Congratulations on your new car, the 1956 Chevrolet. As you take it home for the first time, let us make you aware of the most popular ways to rip it apart and make it almost unrecognizable:
by Eileen Marable
I am biased. I love Bugattis. There is just something so elegant about their curves and so debonair in their styling. Just thinking about them takes me back to the golden age of old Hollywood. Men wore suits and dressed for dinner and the women had impossibly tiny waists and never had a hair out of place. Their homes were filled with art deco furniture and they drove luxurious, stretched out Bugattis.
Katherine Hepburn drove one in 1933’s Christopher Strong. A Bugatti had a cameo alongside Fred Astaire and Ginger Rogers in 1934’s The Gay Divorcee. Another pops up in 1935’s Remember Last Night.
For those of you who are aren’t into old Hollywood I’m delighted to report a classic Bugatti even makes an appearance in a chase scene in Magnum P.I.
Now that’s what I call a timeless classic! (Continue reading on the Velocity Blog).
When you stop to consider the brand that is Ferrari, you’d assume that company founder – Enzo Ferrari – would be proud. There is the Ferrari name on everything from the cars themselves to headphones and the name is recognized around the world. Proud? Nope… he’d probably be downright pissed off.
Enzo Ferrari was a car man. A racing man. He didn’t much care for the fact that he had to sell cars to finance his racing team. In fact, he was said to dislike the people who bought Ferraris because he believed they were simply interested in the prestige of the name and not the car itself. (continue reading at Velocity Blog)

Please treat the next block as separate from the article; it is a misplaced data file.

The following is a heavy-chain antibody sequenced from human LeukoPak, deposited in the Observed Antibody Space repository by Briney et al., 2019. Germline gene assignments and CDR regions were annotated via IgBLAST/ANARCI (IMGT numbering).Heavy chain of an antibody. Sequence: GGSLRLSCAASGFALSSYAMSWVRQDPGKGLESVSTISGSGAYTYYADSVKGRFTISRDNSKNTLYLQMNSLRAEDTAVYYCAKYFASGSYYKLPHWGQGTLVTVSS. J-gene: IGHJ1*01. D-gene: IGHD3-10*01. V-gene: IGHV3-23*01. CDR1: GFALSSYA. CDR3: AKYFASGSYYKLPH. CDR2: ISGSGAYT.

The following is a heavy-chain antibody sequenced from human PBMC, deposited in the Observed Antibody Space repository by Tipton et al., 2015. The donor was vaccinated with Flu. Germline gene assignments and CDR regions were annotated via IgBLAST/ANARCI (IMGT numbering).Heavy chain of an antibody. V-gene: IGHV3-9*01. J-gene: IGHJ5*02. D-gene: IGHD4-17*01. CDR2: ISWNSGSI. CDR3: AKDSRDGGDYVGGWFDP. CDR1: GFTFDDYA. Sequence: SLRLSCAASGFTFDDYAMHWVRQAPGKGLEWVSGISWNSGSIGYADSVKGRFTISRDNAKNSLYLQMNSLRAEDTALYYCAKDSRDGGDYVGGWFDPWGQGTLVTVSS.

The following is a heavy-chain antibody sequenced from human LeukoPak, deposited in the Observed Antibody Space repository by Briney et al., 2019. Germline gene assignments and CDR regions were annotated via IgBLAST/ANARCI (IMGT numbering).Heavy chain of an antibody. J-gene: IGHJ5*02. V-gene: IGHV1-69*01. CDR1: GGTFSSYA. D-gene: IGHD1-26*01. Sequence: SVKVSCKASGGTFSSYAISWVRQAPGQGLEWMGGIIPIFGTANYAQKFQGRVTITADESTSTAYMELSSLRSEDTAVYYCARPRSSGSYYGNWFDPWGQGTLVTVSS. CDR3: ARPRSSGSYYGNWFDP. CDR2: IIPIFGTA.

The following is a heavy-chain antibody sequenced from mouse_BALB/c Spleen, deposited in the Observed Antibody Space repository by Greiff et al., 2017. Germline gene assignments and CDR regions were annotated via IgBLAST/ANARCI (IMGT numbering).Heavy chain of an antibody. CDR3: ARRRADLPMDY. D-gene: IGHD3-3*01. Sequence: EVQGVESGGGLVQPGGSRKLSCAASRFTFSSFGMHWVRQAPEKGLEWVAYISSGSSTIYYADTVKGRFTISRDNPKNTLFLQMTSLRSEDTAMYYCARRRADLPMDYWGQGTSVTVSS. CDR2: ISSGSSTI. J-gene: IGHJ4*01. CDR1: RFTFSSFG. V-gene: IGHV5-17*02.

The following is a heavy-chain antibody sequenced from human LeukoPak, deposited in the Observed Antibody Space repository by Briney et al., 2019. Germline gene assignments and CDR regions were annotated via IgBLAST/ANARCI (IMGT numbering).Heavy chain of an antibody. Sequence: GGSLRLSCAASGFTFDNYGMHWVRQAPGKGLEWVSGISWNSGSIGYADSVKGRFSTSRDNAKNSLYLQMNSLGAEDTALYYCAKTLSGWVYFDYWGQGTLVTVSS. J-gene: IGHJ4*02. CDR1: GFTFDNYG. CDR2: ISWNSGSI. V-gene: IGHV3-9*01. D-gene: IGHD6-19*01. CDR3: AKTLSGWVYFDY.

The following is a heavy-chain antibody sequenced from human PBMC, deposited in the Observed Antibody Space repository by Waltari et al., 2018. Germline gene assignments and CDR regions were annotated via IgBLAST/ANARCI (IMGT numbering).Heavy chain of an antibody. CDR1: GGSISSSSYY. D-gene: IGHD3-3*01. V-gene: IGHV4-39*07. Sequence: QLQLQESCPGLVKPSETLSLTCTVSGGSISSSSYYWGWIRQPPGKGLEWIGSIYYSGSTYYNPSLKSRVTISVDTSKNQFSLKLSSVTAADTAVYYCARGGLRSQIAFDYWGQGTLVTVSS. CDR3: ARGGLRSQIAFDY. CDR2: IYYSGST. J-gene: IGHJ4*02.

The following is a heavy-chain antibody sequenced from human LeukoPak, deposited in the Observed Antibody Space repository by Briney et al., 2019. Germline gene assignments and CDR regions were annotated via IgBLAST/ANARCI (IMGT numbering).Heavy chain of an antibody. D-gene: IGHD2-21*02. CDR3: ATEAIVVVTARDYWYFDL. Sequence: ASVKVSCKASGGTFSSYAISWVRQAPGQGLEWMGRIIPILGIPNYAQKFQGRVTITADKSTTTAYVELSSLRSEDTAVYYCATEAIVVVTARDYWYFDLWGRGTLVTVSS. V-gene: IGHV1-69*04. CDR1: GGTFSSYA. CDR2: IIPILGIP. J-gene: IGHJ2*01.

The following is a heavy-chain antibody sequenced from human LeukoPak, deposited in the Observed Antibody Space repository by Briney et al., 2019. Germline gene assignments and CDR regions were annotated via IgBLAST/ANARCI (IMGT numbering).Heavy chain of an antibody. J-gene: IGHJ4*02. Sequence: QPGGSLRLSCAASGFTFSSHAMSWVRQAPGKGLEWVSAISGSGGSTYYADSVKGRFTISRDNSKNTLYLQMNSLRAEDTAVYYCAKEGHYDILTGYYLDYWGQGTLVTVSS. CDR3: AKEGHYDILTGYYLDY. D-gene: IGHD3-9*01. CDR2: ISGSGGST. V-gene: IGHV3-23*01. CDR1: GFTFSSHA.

For more OOAKs check out our Facebook page. And for more about the battle between Ford and Ferrari pick up author AJ Baime’s masterful book: Go Like Hell: Ford, Ferrari and their Battle for Speed and Glory at Le Mans.
The 1955 Chevrolet Biscayne should not exist.
General Motors was spending too much money keeping its museum pieces in storage, and they decided to clean house. We’ve all made that decision. We’ve tossed out old class notes, or clothes we’ve outgrown, or a pot we used to make pasta night after night. And it’s not until those things are gone that we realize that it had more value than we thought.
If you’ve never driven on the salt flats of Utah and Nevada, you may not know that it’s exactly like driving on the surface of the moon. I personally managed to drive my poky little Saturn on the salt flats, taking an ill-advised shortcut, and managed to drive in a straight line, as fast as I could, for hours, in absolute silence. It is an incredible feeling of spacelessness. Nothing moves. There are no signs. You have no sense of place. You could be anywhere.